For the financial year 2022-23, the income limit for tax rebate was ₹ 5 lakhs in both the old and new tax regimes. However, for FY 2023-24, the income limit is ₹ 5 lakhs in the old regime and ₹ 7 lakhs in the new regime.

Why is capital gain not considered in this calculation?
Capital gains are taxed at special rates that are the same for both tax regimes. Hence, the inclusion or exclusion of capital gains will not affect the difference between the tax liability as per the new or old regime.
Can I use this income tax calculator for payment of taxes?
The calculator is for comparative purposes only, showing differences in tax liability under old and new regimes. It's not for direct tax payment or advance decisions. Consult tax professionals for accurate planning.
Should I input my CTC in the salary input field?
The gross taxable salary, excluding statutory contributions to provident fund and gratuity, should be entered in the salary field.
What shall I enter in the deduction or exemption field?
Enter any investments, loans, or allowances that you are eligible for tax deduction or exemption under the old tax regime but not under the new tax regime. This includes:

Section 10(13A) - HRA exemption

Section 80C (Life insurance premium, ELSS, PPF, EPF, etc)

Section 80D (Health insurance premium)

Section 80CCD (Self NPS investment)

Section 24(b) - Interest on self occupied home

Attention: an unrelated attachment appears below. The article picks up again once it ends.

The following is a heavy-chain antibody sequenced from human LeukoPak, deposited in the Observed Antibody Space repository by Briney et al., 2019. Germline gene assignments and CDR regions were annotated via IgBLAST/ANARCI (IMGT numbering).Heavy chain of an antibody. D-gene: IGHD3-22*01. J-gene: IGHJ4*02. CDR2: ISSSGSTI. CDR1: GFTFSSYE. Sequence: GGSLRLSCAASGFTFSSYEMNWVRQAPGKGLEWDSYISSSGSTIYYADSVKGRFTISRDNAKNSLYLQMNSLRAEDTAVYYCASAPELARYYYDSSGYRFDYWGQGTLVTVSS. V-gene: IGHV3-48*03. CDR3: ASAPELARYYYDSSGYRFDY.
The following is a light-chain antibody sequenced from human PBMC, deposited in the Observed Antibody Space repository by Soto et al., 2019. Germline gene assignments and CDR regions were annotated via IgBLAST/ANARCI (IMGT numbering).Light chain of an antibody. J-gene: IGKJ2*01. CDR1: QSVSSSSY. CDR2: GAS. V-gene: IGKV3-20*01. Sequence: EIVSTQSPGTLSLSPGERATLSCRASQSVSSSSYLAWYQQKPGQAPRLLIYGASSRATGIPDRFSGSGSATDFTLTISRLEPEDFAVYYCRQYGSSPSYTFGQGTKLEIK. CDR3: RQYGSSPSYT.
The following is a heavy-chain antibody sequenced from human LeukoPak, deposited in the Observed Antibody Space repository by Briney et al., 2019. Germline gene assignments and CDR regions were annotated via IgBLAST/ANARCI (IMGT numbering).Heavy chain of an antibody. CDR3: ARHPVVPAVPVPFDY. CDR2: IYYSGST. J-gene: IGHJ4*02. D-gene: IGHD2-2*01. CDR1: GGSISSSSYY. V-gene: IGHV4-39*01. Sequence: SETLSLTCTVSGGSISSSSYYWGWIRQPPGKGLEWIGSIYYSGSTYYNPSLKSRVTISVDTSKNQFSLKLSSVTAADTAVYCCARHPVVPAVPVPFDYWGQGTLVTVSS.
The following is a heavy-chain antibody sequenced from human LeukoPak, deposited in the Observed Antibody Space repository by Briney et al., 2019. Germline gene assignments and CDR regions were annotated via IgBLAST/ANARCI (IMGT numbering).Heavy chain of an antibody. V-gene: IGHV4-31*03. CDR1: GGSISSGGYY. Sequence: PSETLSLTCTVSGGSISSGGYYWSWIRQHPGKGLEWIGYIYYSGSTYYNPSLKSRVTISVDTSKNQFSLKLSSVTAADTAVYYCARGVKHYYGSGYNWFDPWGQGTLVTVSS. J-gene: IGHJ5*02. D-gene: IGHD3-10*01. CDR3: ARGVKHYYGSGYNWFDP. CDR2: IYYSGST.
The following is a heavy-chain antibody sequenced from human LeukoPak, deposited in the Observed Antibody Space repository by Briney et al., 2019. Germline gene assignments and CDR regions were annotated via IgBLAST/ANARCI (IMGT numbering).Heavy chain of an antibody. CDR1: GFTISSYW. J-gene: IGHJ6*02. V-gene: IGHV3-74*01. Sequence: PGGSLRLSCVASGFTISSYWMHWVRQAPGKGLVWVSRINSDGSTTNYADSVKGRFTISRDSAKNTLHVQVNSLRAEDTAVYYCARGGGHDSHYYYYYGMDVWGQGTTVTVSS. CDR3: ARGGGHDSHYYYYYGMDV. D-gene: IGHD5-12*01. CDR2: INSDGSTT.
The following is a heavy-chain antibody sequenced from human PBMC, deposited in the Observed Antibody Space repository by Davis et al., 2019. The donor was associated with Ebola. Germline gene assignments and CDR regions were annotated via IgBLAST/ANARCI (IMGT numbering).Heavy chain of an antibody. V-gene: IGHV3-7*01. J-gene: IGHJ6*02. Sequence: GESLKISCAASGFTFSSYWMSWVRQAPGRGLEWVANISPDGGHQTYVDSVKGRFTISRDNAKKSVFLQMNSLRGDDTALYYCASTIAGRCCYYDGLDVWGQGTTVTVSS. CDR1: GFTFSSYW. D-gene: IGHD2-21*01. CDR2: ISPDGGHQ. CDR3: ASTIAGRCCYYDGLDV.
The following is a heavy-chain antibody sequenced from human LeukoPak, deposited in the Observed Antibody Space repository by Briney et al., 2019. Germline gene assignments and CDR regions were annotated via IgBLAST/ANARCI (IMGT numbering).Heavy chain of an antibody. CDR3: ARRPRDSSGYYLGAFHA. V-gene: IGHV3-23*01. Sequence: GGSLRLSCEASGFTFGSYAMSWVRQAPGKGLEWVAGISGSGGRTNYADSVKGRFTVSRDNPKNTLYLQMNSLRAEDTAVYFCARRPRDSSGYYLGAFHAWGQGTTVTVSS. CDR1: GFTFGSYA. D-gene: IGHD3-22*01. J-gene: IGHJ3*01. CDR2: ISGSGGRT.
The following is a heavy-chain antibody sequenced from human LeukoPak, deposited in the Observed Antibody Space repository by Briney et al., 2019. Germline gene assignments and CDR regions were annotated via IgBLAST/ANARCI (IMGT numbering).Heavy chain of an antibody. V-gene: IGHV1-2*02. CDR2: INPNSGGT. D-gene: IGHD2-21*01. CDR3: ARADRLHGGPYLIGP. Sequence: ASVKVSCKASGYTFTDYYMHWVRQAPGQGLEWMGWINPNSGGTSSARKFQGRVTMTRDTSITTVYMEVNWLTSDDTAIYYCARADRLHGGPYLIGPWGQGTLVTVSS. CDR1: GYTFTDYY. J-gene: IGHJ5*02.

Other Chapter VIA deductions

*Only NPS contributions made by the employer are allowed as a deduction in the new regime.
Disclaimer

The Old vs New Tax Regime Calculator is provided for the purpose of awareness and ease of calculation. It is not intended to provide any advice for your specific taxation requirements. For personalised tax-related queries, please consult your tax consultant or qualified financial advisor.

Tax planning varies for individuals based on personal financial requirements. It should be a part of a comprehensive personal financial plan.

Know what your financial requirements are
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What are the old and new tax regimes?

The old and new tax regimes are two different ways to calculate income tax in India. The old regime has been around for many years, while the new regime was introduced in the Union Budget 2020-21.

Old Tax Regime: Under this system, individuals can reduce their taxable income through various deductions and exemptions. Deductions are available for investments in areas like Provident Fund, insurance premiums, and health insurance.

Although there are deductions, tax rates are relatively higher. People might choose this system if they have many deductions that can lower their taxable income.